Book review : Norwegian Wood

Cover Page of Norwegian Wood, Murakami

Norwegian wood by Haruki Murakami.

It is an infinitely difficult tale for me to review. It’s not because the tale is beyond a justifiable review, it’s solely because I am blinded by the emotions that I’d bring to the table when I talk about this book. I shall do my best to alienate myself from the book while I attempt to review this Masterpiece.

Norwegian wood, a song by The Beatles, also happens to be the song that the leading lady of the tale likes. Naoko. Toru Watanabe is the narrator and this story revolves around his life, how it intersects with Naoko , Reiko and Midori. The book is a testament to the predictability of how unpredictable our reasoning becomes when we face challenges that test our emotional stability. In short, Love, is the most predictable means to call out how we become unpredictable because of it.

N.W is a simple tale of love. Toru, his best friend Kizuki and K’s girlfriend Naoko are a trio. The story takes place when Toru is aged 17. Kizuki kills himself which leaves a void in Naoko and Toru’s lives. It’s a void that is beyond repair. It leaves a gaping hole in their lives. Toru and Naoko move to Tokyo, each pursuing their education. Toru and Naoko seem to find solace between themselves and Naoko , one fine day, exiles herself from Toru’s life. Toru feels the icy talons of isolation once again.

He later comes to know that Naoko , who is suffering from depression, has checked herself into an institution. Naoko reaches out to him through letters. Toru makes it a point to visit her and that’s when they meet Reiko. Reiko is Naoko’s roomie and she’s also a victim of a breakdown. There is a new trio that is formed.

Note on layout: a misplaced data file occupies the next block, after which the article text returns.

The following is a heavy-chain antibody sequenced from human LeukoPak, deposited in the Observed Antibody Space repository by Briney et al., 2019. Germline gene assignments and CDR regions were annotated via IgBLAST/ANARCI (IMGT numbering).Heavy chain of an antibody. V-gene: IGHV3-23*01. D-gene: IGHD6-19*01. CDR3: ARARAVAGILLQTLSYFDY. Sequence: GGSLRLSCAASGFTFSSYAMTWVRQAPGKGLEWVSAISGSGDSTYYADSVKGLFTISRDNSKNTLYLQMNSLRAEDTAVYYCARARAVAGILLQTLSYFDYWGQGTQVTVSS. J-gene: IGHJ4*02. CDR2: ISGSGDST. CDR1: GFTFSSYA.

While all of this happens, Toru meets Midori and finds her to be full of life, a quality that he misses both in his life and that in Naoko. She represents everything that Toru misses. Toru is in love with Naoko. Naoko is imprisoned by her depression. She’s a broken version of what she can be. She’s unable to reciprocate that love. Her solitude leaves Toru in a state of solitude. Midori start to fall for Toru and he feels the conflict.

So far the plot of the book does point towards the simple fact that love can get as complicated as one wants it to be. It’s not the mere words of love that this book represents. It is a hurricane of emotions that each of the character expresses. The volatile nature of emotions, the impact of such emotions on our lives, the way our lives affect the lives of folks around us, and this book absolutely , precisely rams the hammer down the perfect nail.

As the protagonist suffers the misery of helplessness of his love, we feel his pain. We feel the pain and misery that keeps Naoko trapped. Her inability to jolt herself off her depression, the toll and strain that has on the love, the residual sadness and guilt of Kizuki’s death, a world of walls keep the lovers apart. Toru’s love for Naoko keeps him disconnected from Midori. Midori’s solitude finds comforts in Toru.